The modest title tag is essentially the main element that search engines utilize for understanding the content of a page on your website. It is likewise the element that gets displayed in search engine results pages (SERPs) by default, as well as users’ social posts and bookmarks. It is what people will click on to enter your site.

However, most site owners skip or neglect creating an effective title tag that is optimized for SEO. Find out how important your title tags are and how you can begin to craft one that will help boost your site’s SEO power.

The Importance of Title Tags

Search engines often use title tags of relevant web pages in SERPs. This means that it is the first thing that clues users in, who, in turn, will hopefully click on when they want to visit your website through a search engine.

So beyond SEO, creating an effective title tag is something that you should put some time and effort into. When creating a title tag, what you need to keep in mind is that you need to ensure that the relevance of your web page is easily communicated and understood by search engines and actual people.

What Is in a Title Tag?

Let us say you want to use “services” as your web page’s title tag. This is not a good idea for many reasons. For one, it is not really helpful or descriptive enough for search engine bots crawling your page since bots could easily index it for any business in many industries, and would need to crawl your page better just to understand what it is all about.

On the other hand, if you use more descriptive and clear keywords such as “PPC in Denver,” bots could easily understand your site’s services web page. Basically, pages that bots can figure out right off the bat have an increased chance of ranking for relevant terms than those that bots cannot figure out as quickly.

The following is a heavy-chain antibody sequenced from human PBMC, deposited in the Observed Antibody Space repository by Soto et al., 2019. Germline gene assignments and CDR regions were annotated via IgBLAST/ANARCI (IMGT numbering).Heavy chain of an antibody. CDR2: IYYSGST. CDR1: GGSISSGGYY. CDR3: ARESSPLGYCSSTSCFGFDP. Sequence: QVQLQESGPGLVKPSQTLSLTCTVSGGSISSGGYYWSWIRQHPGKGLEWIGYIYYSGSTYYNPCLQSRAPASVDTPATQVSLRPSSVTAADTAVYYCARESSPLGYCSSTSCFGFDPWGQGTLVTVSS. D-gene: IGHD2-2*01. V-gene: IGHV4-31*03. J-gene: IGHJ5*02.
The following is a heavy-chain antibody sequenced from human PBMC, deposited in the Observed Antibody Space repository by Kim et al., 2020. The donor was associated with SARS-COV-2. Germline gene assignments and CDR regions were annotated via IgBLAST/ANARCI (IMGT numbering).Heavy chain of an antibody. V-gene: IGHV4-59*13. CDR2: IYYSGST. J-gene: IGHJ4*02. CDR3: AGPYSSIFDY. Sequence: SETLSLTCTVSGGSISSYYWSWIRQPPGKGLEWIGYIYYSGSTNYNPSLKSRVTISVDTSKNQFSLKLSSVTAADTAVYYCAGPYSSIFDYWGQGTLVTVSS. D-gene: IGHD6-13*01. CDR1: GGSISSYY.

Some Basic Title Tag Rules

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  • Make sure that your title tags are all unique. Never reuse them for your other pages.
  • You title tags should be between 50 and 60 characters long because search engines cut off tags after the 50th or 60th character.
  • All your pages should have their own title tags.
  • Never use all-caps when writing your title tags. Opt to capitalize the first word’s first letter or most of the words’ first letter instead.
  • Do not forget that you are creating the title tags for potential customers as well. Once you are done writing a title tag, read it aloud several times to check if it reads strange or if it descriptive enough. Most importantly, ask yourself if your title tag is something that would entice you to click on.

It is also vital to remember that you can change your title tags whenever you want to. If customers or search engines are not responding to them as well as you had hoped, change them. Use a low-priority web page that gets consistent traffic for experimenting, and test, review, and change as needed.